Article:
Shakespeare in Love came out in 1998, two years after Baz Luhrmann’s game-changing Romeo + Juliet. Both films brought a startling new freshness to Shakespearean adaptations. Unlike the steamy “Verona Beach” of Luhrmann’s film, Shakespeare in Love is set in Renaissance London with lots of nods to theater history. Yet it is no period piece. Instead, screenwriters Marc Norman and Tom Stoppard cooked up a funny, sexy, endlessly surprising script (later adapted for the stage by Lee Hall). The result is a delightful romantic comedy with young Will as the lead in his own story of wacky cross-dressing, erotic bedazzlement and the discovery of a theatrical form worthy of a brave new world.
You will get some literary history here. Both the play and the film feature another Renaissance playwright, Christopher “Kit” Marlowe, as a character. (The play actually expands his role.) This titan of the early Elizabethan theater penned iconoclastic portraits of amoral heroes propelled towards disaster by their desire for greatness. In Shakespeare in Love, young Will takes both inspiration and caution from the grandiloquent poetry and short, violent life of his crazy friend and rival. Learning of Kit’s death in a tavern brawl, Will confesses, “I would exchange all my plays to come for all his that will never be written.” Although we are grateful for the many plays that Shakespeare did go on to write, the statement acknowledges the enormous debt that the real Will Shakespeare owed to Marlowe as a dramatic poet.
Shakespeare in Love also introduces a third player on the literary scene, the very young John Webster, who confesses to having played a severed head in Titus Andronicus. Since the plays that Webster will later write are distinguished by gobs of gore, this early cameo is a fitting start for his bloody career.
It’s no accident that Shakespeare in Love features the composition and staging of Romeo and Juliet. After all, Shakespeare’s romantic tragedy remains one of the most beloved plays in the classical repertoire, and it is also a work that repeatedly invites its own renewal. Why not imagine Romeo as a portrait of the artist as a young man?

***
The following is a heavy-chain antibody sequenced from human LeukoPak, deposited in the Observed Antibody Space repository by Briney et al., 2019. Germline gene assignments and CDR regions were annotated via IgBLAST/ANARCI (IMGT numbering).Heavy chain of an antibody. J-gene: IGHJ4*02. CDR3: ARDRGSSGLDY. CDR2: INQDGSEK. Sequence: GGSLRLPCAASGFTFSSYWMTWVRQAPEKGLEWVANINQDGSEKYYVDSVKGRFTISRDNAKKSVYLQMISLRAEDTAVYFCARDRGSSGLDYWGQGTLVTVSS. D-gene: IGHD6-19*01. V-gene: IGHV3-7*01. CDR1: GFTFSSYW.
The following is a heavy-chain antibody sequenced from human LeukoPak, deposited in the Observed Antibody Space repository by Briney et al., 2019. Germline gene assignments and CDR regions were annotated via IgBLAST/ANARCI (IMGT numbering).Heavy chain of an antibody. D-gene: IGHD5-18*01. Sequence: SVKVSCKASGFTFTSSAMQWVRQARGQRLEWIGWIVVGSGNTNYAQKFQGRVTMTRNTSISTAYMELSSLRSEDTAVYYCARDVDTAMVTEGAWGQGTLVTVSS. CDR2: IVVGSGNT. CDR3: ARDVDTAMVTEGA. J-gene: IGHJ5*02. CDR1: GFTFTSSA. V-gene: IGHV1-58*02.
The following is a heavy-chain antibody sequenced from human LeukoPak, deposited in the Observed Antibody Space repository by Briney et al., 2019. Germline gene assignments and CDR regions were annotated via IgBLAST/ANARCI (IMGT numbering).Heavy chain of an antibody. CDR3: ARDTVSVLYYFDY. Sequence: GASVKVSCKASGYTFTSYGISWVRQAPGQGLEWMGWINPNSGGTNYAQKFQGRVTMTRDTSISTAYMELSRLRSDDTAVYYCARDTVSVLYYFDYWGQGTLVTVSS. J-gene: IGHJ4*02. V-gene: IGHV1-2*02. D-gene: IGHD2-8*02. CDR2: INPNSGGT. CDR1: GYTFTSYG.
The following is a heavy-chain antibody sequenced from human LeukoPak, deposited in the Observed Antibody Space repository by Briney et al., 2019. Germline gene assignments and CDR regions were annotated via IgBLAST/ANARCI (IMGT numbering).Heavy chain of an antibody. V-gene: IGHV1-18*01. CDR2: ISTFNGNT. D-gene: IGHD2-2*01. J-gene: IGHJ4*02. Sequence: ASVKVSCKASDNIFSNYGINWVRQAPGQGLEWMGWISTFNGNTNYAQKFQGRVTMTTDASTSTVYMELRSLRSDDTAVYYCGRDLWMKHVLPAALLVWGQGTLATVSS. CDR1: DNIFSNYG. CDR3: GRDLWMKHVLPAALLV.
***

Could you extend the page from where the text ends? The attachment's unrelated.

But Shakespeare in Love also, and more profoundly, rewrites Twelfth Night. Viola de Lesseps, the stage-struck aristocrat who takes up service as a boy page for young Will, emerges as the prototype for the cross-dressing Viola of Shakespeare’s romantic comedy, written around 1600, four years later than Romeo and Juliet. Like the romantic leads in Twelfth Night, Viola de Lessep and Will Shakespeare learn to express their longings through the medium of poetic language and under the cover of disguise. When the story ends, young Will has established himself as the author of a runaway hit, but his love affair and re-education at the hands of Viola have also given him the scenario for another, perhaps even greater, play.
Little in Shakespeare in Love is true. Yet through its very liberties with history, this work is remarkably faithful to Shakespeare’s own creative approach to the past. Like Will’s plays, Shakespeare in Love indulges in allusion, double-plotting and the occasional really bad pun. What’s not to love?
Julia Reinhard Lupton is professor of English at UC Irvine, where she co-directs the UCI Shakespeare Center with Eli Simon, Chancellor’s Professor of Drama. You can follow the Shakespeare Center on Facebook and Instagram.
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